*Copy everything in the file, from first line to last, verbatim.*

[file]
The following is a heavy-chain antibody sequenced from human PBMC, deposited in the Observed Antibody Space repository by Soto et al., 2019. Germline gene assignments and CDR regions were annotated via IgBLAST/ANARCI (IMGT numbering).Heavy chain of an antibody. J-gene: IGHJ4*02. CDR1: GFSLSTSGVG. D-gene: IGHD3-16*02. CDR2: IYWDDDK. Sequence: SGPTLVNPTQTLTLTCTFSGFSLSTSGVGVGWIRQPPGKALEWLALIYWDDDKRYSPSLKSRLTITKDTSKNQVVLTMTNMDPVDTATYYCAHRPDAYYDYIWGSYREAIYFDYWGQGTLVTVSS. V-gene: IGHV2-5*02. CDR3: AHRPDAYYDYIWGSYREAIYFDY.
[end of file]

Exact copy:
The following is a heavy-chain antibody sequenced from human PBMC, deposited in the Observed Antibody Space repository by Soto et al., 2019. Germline gene assignments and CDR regions were annotated via IgBLAST/ANARCI (IMGT numbering).Heavy chain of an antibody. J-gene: IGHJ4*02. CDR1: GFSLSTSGVG. D-gene: IGHD3-16*02. CDR2: IYWDDDK. Sequence: SGPTLVNPTQTLTLTCTFSGFSLSTSGVGVGWIRQPPGKALEWLALIYWDDDKRYSPSLKSRLTITKDTSKNQVVLTMTNMDPVDTATYYCAHRPDAYYDYIWGSYREAIYFDYWGQGTLVTVSS. V-gene: IGHV2-5*02. CDR3: AHRPDAYYDYIWGSYREAIYFDY.